Purpose – As the intensity of natural disasters increases, there is a need to develop policies and procedures to assist various agencies with moving aid to affected areas. One of the biggest limitations to this process is damage to transportation networks, in particular waterways. To keep waterways safe, aids to navigation (ATONs) are placed in various areas to guide mariners and ships to their final destination. If the ATONs are damaged, then the waterways are left unsafe, making it difficult to move supplies and recover from a disaster. The aim of this paper is to explore the effectiveness of pre‐positioning strategies for port recovery in response to a natural disaster. Design/methodology/approach – A stochastic facility location model is presented to determine where teams and commodities should be pre‐positioned in order to maximize the number of ATONs repaired, given a constraint on response time. The first stage decisions focus on determining the location of resources. The second stage decisions consist of the distribution of supplies and teams to affected areas. Findings – Results show the benefit of pre‐positioning and the value of coordination toward the responsiveness of restoring waterways. Furthermore, the relationship between resources, repair time, and response is characterized. Originality/value – There has been extensive work addressing pre‐positioning as it relates to responding to the needs of populations affected by disasters. However, little has been done to explore pre‐positioning in the context of business recovery from severe weather events.
Journal of Humanitarian Logistics and Supply Chain Management – Emerald Publishing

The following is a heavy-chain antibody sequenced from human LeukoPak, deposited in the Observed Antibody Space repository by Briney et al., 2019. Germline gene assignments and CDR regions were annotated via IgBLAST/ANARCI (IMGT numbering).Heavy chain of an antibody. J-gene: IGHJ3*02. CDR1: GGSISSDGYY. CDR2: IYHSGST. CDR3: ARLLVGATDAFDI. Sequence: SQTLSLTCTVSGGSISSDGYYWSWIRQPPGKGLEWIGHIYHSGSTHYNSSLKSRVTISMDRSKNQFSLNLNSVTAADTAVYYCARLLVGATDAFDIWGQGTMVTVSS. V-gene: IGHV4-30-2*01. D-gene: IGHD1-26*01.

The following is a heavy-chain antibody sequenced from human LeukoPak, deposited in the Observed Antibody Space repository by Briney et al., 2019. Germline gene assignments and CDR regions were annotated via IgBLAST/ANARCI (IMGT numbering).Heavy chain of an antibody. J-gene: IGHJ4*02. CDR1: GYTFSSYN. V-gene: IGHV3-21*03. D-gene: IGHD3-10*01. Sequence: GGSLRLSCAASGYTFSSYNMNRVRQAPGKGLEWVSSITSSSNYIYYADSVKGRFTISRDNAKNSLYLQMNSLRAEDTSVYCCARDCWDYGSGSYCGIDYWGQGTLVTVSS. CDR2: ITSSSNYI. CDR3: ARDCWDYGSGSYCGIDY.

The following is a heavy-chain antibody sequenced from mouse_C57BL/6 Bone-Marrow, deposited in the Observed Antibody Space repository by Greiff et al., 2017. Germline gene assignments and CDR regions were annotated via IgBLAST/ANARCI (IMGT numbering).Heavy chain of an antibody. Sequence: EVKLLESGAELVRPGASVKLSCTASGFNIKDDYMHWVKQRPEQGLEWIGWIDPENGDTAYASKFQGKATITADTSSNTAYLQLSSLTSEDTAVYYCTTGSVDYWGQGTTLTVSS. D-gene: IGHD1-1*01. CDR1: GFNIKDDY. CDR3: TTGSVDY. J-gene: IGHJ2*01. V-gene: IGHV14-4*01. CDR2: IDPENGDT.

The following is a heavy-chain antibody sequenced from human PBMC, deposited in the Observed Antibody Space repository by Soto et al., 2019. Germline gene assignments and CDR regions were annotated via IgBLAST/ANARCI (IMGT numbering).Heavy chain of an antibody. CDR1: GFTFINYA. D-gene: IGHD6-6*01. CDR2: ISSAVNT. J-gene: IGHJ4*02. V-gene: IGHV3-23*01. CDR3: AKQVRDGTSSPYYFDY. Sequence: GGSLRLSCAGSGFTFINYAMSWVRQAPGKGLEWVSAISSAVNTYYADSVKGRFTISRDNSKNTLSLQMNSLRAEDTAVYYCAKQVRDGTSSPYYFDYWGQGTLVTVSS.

Published: May 17, 2013
Keywords: Pre‐positioning; Humanitarian logistics; Port operations; Stochastic optimization; Waterways; Marine navigation; Navigation
It’s your single place to instantly
discover and read the research
that matters to you.
Enjoy affordable access to
over 18 million articles from more than
15,000 peer-reviewed journals.
All for just $49/month
Query the DeepDyve database, plus search all of PubMed and Google Scholar seamlessly
Save any article or search result from DeepDyve, PubMed, and Google Scholar... all in one place.
Get unlimited, online access to over 18 million full-text articles from more than 15,000 scientific journals.
Read from thousands of the leading scholarly journals from SpringerNature, Wiley-Blackwell, Oxford University Press and more.
All the latest content is available, no embargo periods.
“Hi guys, I cannot tell you how much I love this resource. Incredible. I really believe you've hit the nail on the head with this site in regards to solving the research-purchase issue.”Daniel C.
“Whoa! It’s like Spotify but for academic articles.”@Phil_Robichaud
“I must say, @deepdyve is a fabulous solution to the independent researcher's problem of #access to #information.”@deepthiw
“My last article couldn't be possible without the platform @deepdyve that makes journal papers cheaper.”@JoseServera